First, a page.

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author image Shabab Karim

16 Dec 2022

min read

Using Kotlin to build the Lunaconf 2022 App

At Lunatech Labs we have a wide variety of internal projects for our employees to contribute to. This helps us to experiment with different technologies and also build internal products for our organization. This year we decided to build an Android app for viewing schedules of the talks during the Lunaconf-2022 event.

Understanding what we are going to build

Lunaconf is an annual tech conference hosted by Lunatech Labs. Because we like to build/break stuff, we decided why not create our app for the event. From preliminary talks with the product stakeholders, we understood that the app users should be able to view the event schedule, the speakers, and the topic. The app should also help identify different rooms in the office.

Ok, so how did we build it?

We know we are building an Android app. From here, we can go in two directions.

  1. Use cross-platform frameworks: Work with Flutter, React Native, or Ionic

  2. Use native frameworks: Work with Java or Kotlin

We considered building the app to be cross-platform. Flutter would be great for that. However, Flutter would require us to learn [Dartlang]( Since the team responsible mainly consists of Java/Scala engineers, something like Kotlin would be perfect for us. Also, developing the app with Kotlin doesn’t necessarily mean we are not doing cross-platform. With Kotlin-Multiplatform, we can easily port our app to support other platforms in later iterations. So we decided going native for the first iteration is the best solution for us.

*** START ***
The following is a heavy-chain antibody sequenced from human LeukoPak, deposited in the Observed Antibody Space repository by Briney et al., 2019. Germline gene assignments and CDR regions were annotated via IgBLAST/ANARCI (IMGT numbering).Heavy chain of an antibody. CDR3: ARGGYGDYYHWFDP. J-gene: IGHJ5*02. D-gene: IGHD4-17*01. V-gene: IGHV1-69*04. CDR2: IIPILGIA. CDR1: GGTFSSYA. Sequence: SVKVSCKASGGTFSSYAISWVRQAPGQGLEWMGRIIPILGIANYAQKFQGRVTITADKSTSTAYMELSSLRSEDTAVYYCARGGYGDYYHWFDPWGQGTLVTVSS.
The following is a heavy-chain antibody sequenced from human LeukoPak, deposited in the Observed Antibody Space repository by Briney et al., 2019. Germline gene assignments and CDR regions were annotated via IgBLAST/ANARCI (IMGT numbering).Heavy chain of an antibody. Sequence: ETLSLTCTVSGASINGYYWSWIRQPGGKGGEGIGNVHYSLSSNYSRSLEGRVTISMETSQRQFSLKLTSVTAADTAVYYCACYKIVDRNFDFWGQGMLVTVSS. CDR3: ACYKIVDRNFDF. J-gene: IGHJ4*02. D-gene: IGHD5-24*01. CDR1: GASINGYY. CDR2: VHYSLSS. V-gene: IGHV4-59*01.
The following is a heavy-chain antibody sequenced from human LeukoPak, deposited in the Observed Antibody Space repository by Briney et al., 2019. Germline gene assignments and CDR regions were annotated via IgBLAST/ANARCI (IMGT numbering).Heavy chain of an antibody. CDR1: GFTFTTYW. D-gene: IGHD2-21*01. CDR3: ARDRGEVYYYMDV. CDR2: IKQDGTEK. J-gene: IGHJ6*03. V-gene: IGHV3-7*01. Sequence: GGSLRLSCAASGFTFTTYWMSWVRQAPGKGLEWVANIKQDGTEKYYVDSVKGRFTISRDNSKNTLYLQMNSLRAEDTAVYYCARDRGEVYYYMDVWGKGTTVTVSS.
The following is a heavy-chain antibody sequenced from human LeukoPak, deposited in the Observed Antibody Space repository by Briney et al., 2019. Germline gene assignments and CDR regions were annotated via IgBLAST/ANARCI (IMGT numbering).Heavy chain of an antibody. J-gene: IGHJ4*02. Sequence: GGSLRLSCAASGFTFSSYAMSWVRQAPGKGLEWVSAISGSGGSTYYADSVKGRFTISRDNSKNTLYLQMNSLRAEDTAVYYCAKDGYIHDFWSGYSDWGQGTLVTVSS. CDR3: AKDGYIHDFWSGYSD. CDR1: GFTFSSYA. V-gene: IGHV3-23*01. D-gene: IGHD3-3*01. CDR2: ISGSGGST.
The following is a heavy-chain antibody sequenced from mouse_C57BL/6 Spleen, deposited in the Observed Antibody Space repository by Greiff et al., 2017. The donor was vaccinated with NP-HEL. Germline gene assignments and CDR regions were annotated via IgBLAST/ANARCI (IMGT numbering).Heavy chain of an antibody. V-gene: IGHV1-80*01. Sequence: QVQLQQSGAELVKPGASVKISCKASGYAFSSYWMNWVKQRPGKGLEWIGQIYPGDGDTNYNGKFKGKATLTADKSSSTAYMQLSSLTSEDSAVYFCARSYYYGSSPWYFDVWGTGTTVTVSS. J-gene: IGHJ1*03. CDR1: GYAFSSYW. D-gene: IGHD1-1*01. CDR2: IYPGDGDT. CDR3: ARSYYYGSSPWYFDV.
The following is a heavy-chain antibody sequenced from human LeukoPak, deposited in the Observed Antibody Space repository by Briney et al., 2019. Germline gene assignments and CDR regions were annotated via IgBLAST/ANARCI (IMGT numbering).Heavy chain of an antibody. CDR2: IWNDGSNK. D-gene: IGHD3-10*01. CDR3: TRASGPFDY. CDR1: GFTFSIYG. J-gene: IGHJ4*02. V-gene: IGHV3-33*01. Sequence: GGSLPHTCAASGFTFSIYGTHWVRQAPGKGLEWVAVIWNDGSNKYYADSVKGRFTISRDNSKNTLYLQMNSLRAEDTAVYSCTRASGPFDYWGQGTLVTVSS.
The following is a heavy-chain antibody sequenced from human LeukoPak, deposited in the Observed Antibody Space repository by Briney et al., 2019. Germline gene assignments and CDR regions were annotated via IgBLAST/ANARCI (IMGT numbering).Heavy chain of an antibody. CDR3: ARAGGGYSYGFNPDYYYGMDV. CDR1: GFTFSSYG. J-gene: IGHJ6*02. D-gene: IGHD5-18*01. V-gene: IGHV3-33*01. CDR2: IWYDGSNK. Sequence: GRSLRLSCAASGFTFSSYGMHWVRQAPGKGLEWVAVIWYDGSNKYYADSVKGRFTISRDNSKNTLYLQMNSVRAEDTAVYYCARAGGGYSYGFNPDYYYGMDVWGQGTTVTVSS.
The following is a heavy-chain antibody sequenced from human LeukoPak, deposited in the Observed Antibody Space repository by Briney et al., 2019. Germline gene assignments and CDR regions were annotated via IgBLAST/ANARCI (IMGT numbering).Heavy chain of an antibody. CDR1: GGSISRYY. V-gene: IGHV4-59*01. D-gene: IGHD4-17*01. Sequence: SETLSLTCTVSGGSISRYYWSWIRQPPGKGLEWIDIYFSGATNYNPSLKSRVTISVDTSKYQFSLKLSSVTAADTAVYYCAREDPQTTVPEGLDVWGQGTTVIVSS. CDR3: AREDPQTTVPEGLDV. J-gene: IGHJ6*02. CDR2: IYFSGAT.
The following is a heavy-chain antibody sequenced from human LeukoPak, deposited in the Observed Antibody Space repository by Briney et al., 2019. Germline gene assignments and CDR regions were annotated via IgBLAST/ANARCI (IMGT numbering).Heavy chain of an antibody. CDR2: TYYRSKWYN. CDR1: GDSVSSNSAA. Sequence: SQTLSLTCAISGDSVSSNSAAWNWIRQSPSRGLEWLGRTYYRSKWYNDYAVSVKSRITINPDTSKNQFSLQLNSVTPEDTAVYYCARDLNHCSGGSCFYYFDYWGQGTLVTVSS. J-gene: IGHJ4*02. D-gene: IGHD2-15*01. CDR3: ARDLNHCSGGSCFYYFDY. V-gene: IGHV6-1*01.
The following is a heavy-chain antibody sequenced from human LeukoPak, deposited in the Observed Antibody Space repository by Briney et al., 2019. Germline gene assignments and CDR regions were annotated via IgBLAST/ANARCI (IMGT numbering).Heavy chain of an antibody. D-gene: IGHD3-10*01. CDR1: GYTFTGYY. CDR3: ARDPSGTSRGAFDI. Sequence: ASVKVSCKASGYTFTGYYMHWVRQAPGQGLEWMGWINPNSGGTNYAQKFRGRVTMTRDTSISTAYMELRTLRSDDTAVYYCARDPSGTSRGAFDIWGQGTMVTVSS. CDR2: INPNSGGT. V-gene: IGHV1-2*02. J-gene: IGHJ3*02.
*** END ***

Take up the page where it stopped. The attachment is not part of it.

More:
Now the question is whether we want to build our apps with Kotlin or Java. Java has been the primary language for Android development for a while, and at Lunatech we have experienced people working with Java/Scala, however, the newer Android features/libraries releases have first-class support for Kotlin in mind. That means Java will not allow us to use Jetpack compose, a component-based UI building framework in Kotlin for Android and variety of other tooling that the Android team created with Kotlin. Also, Kotlin’s null safety will force us to avoid code that can cause NPE, usually riddled in an Android app built with Java. After a few days of back and forth between team members we decided we are going Native Android development with Kotlin and Jetpack Compose.

What we loved

  1. Jetpack Compose: Jetpack-Compose allowed individual team members to write components without someone creating the master screen first. That allowed team members to divide parts of the UI and work independently.

  2. Less code: We loved how little code we had to write to implement features. Those who implemented a RecyclerView with a ViewModel can relate to writing at least 100 lines of boilerplate code for that. With Jetpack Compose-s LazyColumn, it requires only a few lines to create a list of items.

  3. Extension functions: If we need a function that creates String to date, we can create an extension function on java.lang.String to convert a String to a Date object. This was useful to create utility functions on objects.

  4. Flows and Streams: We loved first-class support for Flows and Streams in Kotlin. It was exceptional how easy it was to define data flows from an HTTP request or query an internal SQLite database.